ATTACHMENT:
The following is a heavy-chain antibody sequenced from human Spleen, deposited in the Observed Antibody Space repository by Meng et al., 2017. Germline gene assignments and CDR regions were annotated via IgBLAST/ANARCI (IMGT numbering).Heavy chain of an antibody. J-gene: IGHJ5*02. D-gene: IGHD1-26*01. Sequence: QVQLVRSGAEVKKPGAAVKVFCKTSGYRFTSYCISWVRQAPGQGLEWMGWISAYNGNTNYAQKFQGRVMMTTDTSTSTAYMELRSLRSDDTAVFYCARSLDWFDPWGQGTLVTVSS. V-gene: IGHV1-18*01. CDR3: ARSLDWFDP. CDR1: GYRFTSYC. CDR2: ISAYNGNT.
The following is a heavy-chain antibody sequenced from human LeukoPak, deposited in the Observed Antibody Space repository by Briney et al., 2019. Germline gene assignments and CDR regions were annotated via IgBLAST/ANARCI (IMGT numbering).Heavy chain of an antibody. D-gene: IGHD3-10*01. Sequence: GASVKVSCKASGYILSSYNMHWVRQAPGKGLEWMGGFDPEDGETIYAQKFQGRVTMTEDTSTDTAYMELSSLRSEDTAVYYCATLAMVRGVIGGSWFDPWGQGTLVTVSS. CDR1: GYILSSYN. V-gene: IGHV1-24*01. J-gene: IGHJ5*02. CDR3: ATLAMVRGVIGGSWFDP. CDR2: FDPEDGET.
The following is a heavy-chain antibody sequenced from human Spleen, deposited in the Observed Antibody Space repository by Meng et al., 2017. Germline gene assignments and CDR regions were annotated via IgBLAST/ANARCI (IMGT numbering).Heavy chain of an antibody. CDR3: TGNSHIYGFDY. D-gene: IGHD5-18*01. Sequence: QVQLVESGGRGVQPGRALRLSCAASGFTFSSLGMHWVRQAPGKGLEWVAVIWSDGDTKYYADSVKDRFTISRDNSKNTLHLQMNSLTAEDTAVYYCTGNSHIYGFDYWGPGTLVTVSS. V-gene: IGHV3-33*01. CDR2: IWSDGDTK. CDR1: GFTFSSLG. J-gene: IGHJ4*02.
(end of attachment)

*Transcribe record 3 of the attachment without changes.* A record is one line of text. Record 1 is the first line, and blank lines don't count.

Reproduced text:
The following is a heavy-chain antibody sequenced from human Spleen, deposited in the Observed Antibody Space repository by Meng et al., 2017. Germline gene assignments and CDR regions were annotated via IgBLAST/ANARCI (IMGT numbering).Heavy chain of an antibody. CDR3: TGNSHIYGFDY. D-gene: IGHD5-18*01. Sequence: QVQLVESGGRGVQPGRALRLSCAASGFTFSSLGMHWVRQAPGKGLEWVAVIWSDGDTKYYADSVKDRFTISRDNSKNTLHLQMNSLTAEDTAVYYCTGNSHIYGFDYWGPGTLVTVSS. V-gene: IGHV3-33*01. CDR2: IWSDGDTK. CDR1: GFTFSSLG. J-gene: IGHJ4*02.